to fracturing the long teeth). Martin has compared they dirks of some sabrecats
to the kukri, and I am inclined to agree that an assisting, lacerating
capability as the edge is drawn along the surface of the skin would be
extremely effective in "bleeding" the victim. Gymnastics may be required.
Jaime A. Headden
The Bite Stuff (site v2)
"Innocent, unbiased observation is a myth." --- P.B. Medawar (1969)
"Ever since man first left his cave and met a stranger with a
different language and a new way of looking at things, the human race
has had a dream: to kill him, so we don't have to learn his language or
his new way of looking at things." --- Zapp Brannigan (Beast With a Billion
> Date: Sat, 12 Feb 2011 22:20:59 +0100
> From: email@example.com
> To: firstname.lastname@example.org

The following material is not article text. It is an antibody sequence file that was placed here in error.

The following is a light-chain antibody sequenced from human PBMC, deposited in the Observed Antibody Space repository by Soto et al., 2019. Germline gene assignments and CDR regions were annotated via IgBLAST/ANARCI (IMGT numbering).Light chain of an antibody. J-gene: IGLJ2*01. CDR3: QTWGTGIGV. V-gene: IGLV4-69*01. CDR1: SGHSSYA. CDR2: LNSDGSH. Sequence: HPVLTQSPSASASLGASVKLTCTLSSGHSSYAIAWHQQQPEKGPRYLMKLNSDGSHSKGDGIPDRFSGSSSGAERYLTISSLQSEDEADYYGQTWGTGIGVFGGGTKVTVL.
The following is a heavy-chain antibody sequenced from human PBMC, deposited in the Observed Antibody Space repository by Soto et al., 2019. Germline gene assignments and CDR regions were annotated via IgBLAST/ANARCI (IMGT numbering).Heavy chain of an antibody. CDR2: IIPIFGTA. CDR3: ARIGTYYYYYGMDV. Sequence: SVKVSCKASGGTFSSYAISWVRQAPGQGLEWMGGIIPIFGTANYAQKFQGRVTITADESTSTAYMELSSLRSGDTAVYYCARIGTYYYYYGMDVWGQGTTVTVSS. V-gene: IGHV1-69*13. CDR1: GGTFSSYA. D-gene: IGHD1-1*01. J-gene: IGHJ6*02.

> Subject: Re: cause of Gigantism in sauropods
> Long, combined response to posts as old as Feb. 8th.
> > > Try saber-toothed cats instead, in particular the cookie cutter
> > > cat *Xenosmilus* (...and apparently the non-cat *Barbourofelis*).
> > > I'm trying to say the strategy of killing by inflicting random
> > > bleeding large wounds looks scaleable to me.
> > Um, would you be implying that sabertooths hunted by inflicting large
> > bleeding wounds with random slashing attacks? Because that would have
> > snapped the teeth out of their skulls right quick . . . a precision
> > "shear bite" to the trachea and surrounding blood vessels is much
> > more likely, with the massively developed forequarters of such
> > predators being used to hold prey as still as possible to avoid the
> > torque that would otherwise easily damage the teeth.
> Sorry. Dirk-toothed cats most likely hunted the way you describe. I
> should have talked about *Xenosmilus* (and apparently *Barbourofelis*)